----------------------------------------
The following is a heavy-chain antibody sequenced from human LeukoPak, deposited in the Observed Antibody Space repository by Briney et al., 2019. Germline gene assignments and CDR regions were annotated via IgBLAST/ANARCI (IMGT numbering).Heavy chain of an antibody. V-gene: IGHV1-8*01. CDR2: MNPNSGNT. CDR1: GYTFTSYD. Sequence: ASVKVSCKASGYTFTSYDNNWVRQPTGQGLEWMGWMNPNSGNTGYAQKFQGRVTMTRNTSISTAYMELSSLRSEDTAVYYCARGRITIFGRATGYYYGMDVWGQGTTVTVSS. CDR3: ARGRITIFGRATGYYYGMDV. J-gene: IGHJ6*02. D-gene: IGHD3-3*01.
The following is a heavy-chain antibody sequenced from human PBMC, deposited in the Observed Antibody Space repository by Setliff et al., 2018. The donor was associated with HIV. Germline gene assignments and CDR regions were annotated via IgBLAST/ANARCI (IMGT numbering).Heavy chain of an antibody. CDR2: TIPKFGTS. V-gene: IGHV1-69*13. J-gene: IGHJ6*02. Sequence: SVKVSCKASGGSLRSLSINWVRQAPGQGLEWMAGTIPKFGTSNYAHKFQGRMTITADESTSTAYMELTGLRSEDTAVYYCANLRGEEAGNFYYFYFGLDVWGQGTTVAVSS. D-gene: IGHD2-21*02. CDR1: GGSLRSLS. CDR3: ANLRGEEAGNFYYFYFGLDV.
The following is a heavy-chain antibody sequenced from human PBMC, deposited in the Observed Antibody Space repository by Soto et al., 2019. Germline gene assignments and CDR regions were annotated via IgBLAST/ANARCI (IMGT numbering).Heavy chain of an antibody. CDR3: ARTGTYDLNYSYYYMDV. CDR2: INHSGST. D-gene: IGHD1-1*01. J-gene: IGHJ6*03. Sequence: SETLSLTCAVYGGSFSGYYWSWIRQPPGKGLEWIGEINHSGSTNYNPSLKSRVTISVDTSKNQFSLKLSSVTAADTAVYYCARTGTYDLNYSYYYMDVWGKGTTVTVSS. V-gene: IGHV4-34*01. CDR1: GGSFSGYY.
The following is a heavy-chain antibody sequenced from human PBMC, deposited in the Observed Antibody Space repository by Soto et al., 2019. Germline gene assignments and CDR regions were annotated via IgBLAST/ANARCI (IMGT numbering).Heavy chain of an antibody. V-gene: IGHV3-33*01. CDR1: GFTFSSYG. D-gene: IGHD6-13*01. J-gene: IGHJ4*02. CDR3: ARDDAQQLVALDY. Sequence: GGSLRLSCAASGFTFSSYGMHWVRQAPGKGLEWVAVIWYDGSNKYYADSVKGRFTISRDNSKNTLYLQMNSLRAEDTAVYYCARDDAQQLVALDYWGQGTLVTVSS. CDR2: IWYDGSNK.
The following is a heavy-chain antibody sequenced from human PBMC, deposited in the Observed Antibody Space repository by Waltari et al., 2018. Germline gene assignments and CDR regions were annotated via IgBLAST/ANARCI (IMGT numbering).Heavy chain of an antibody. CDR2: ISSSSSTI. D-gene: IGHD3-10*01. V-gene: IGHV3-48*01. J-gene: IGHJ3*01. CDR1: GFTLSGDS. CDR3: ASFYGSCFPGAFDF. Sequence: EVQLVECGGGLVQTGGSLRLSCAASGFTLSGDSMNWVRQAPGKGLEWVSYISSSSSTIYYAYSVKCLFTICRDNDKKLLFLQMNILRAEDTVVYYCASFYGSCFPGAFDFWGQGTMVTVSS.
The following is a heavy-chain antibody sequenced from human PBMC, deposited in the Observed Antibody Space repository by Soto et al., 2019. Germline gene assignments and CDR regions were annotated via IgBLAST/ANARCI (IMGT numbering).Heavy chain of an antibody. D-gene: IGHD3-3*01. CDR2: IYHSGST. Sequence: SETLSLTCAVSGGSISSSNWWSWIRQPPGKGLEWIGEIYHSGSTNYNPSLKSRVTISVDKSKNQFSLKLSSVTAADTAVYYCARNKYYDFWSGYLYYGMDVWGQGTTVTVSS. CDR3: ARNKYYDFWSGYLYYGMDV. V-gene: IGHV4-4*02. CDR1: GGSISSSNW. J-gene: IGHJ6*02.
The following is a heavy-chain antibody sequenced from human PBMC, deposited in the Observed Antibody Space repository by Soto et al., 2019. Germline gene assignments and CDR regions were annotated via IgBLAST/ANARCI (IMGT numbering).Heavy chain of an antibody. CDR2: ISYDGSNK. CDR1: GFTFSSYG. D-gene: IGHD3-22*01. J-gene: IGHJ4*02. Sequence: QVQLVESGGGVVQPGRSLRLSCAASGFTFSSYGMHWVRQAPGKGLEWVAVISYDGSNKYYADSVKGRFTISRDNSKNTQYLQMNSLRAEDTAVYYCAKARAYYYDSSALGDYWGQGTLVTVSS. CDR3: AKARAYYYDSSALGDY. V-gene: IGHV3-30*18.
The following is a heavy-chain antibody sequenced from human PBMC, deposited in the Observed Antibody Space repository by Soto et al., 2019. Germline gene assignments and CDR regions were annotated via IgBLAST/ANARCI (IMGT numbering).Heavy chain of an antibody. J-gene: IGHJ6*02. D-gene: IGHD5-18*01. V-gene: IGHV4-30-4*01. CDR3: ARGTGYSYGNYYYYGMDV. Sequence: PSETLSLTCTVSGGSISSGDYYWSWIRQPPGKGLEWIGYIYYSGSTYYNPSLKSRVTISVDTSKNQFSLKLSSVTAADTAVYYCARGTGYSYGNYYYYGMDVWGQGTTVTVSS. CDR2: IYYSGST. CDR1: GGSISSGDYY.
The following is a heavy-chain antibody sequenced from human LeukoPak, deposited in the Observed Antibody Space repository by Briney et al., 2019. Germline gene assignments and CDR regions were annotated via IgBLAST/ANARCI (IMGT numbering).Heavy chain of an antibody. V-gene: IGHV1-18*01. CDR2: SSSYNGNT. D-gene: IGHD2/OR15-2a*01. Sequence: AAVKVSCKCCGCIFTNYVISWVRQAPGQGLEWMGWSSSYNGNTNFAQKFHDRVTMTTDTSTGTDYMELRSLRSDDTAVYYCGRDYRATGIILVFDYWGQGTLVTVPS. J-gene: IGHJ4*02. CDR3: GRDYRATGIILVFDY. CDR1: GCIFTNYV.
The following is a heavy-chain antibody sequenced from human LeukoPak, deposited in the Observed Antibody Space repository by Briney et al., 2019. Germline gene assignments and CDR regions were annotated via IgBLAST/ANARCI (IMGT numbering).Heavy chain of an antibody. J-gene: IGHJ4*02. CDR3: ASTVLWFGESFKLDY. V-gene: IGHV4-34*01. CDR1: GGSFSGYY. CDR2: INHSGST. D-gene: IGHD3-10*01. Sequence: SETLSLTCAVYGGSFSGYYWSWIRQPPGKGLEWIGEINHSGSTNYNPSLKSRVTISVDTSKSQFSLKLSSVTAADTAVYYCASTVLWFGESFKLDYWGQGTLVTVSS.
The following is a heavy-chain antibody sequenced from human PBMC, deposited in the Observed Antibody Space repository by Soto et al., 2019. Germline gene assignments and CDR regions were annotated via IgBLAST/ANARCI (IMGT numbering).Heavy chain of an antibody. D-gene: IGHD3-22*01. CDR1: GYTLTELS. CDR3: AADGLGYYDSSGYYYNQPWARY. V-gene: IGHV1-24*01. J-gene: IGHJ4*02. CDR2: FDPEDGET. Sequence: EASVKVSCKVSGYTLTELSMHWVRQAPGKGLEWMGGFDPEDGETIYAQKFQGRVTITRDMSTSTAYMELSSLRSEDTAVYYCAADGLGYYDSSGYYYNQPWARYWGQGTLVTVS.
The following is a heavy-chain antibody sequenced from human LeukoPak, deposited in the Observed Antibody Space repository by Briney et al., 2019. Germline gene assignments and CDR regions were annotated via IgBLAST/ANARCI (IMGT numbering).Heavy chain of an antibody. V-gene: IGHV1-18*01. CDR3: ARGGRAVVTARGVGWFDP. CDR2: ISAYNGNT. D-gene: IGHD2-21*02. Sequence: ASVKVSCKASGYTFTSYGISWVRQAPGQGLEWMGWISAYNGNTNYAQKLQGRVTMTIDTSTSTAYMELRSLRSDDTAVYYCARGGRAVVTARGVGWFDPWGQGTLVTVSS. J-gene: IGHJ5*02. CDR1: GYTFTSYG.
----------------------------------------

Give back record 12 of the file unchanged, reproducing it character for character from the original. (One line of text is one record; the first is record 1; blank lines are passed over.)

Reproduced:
The following is a heavy-chain antibody sequenced from human LeukoPak, deposited in the Observed Antibody Space repository by Briney et al., 2019. Germline gene assignments and CDR regions were annotated via IgBLAST/ANARCI (IMGT numbering).Heavy chain of an antibody. V-gene: IGHV1-18*01. CDR3: ARGGRAVVTARGVGWFDP. CDR2: ISAYNGNT. D-gene: IGHD2-21*02. Sequence: ASVKVSCKASGYTFTSYGISWVRQAPGQGLEWMGWISAYNGNTNYAQKLQGRVTMTIDTSTSTAYMELRSLRSDDTAVYYCARGGRAVVTARGVGWFDPWGQGTLVTVSS. J-gene: IGHJ5*02. CDR1: GYTFTSYG.